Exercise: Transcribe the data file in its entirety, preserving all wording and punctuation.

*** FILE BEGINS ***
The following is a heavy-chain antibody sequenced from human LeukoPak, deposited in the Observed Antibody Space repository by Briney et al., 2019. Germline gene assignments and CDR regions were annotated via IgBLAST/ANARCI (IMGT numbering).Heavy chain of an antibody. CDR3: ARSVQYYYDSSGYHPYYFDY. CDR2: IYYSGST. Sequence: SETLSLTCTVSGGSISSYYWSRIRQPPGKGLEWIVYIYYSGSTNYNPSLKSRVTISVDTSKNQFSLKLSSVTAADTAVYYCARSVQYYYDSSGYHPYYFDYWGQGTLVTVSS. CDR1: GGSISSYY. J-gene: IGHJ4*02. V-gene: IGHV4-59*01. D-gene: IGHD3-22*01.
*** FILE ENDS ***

The following is a heavy-chain antibody sequenced from human LeukoPak, deposited in the Observed Antibody Space repository by Briney et al., 2019. Germline gene assignments and CDR regions were annotated via IgBLAST/ANARCI (IMGT numbering).Heavy chain of an antibody. CDR3: ARSVQYYYDSSGYHPYYFDY. CDR2: IYYSGST. Sequence: SETLSLTCTVSGGSISSYYWSRIRQPPGKGLEWIVYIYYSGSTNYNPSLKSRVTISVDTSKNQFSLKLSSVTAADTAVYYCARSVQYYYDSSGYHPYYFDYWGQGTLVTVSS. CDR1: GGSISSYY. J-gene: IGHJ4*02. V-gene: IGHV4-59*01. D-gene: IGHD3-22*01.